MAILBOX: Battery-Charging Idea

Some of (now retired) Ralph's products.

Now that I’m retired from Bogart Engineering, I’m writing this to get reader reaction to a method I’ve thought about for awhile and have started to implement. I’m also writing because I want to put this idea into legal “public domain” so it can be used by anyone, without patent obstacles. After 25 years of living with an off-grid PV system, I’ve decided that the better way to charge batteries is by using a two-day charge cycle instead of just one day.

It’s often thought that to charge a battery in one day, all you need is plenty of PV capacity—modules and sunshine. Of course, the chemical process of converting electrical energy to chemical energy requires enough amp-hours (Ah). But often people don’t realize it’s important to have enough solar time to charge them well. Lead-acid batteries—especially at the end of charge—absorb energy more slowly. One day just isn’t enough time to completely charge them to preserve capacity. That’s a fundamental limitation of the battery chemistry—similar to the logic that you can’t bake a cake in half the time just by increasing the oven’s temperature.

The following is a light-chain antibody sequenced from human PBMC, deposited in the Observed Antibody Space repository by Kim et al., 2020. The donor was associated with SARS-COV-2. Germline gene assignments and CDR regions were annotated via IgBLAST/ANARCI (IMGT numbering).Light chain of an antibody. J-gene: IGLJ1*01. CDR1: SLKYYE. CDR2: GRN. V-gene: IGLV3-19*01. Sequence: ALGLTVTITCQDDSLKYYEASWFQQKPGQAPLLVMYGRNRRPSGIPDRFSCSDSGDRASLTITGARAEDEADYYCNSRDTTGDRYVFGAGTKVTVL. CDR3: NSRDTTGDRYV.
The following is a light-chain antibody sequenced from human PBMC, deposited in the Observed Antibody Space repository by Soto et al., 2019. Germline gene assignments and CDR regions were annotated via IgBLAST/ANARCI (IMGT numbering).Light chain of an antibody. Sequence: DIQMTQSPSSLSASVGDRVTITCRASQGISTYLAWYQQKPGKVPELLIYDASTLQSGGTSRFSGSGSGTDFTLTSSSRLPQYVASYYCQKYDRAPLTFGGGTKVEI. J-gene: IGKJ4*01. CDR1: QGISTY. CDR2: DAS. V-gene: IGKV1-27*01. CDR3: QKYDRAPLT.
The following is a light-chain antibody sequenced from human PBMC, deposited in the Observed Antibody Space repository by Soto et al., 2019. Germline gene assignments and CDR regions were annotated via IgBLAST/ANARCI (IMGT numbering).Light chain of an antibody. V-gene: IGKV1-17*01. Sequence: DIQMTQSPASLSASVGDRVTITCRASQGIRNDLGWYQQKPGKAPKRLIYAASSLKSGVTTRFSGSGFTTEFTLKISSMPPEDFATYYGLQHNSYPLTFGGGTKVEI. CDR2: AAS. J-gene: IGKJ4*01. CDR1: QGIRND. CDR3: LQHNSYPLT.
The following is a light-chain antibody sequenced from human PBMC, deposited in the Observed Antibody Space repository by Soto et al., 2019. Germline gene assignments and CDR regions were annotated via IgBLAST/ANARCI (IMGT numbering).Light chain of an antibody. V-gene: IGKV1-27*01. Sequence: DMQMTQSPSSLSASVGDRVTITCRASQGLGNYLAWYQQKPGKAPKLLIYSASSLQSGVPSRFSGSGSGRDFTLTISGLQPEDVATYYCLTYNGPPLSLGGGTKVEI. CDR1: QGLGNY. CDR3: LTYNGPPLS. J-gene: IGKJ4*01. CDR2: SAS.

My idea is to use a two-day charging cycle: For example, instead of a 600 Ah capacity storage, divide the system into two 300 Ah battery sets. Discharge only one set the first day. The next day, switch to the other set, but continue charging the first set at a low finish-charge level. At the end of the day, switch to the well-charged set. This makes a two-day charging cycle using both sets.

It’s generally regarded as good practice to discharge an off-grid system only to 80% SOC (state of charge). I’m now advising to discharge the “half-sized” system to 60% SOC—beyond what’s normally recommended. How can discharging twice as much possibly be beneficial?

For the battery’s health, leaving the smallest amount of uncharged lead sulfate per day as possible is good practice. If, in one day’s charging, 5% uncharged lead sulfate is left, and, after charging for an additional day (without discharging), only 5% of 5% (or 0.25%), which is 0.125% per day, is left, that is a 20-fold reduction in unreacted residual per day. The result is that equalization cycles may not be needed as frequently.

With a typical one-day charging cycle, the productive afternoon sun can’t be used efficiently because finish charging of the battery in the afternoon must be done at low amperage. With a two-day cycle, this lost solar energy can be accepted by the batteries. I estimate that this method could use 30% more performance from solar-electric arrays. Stay tuned for an update after I gather some data from my test system.

Ralph Hiesey • retired founder of Bogart Engineering

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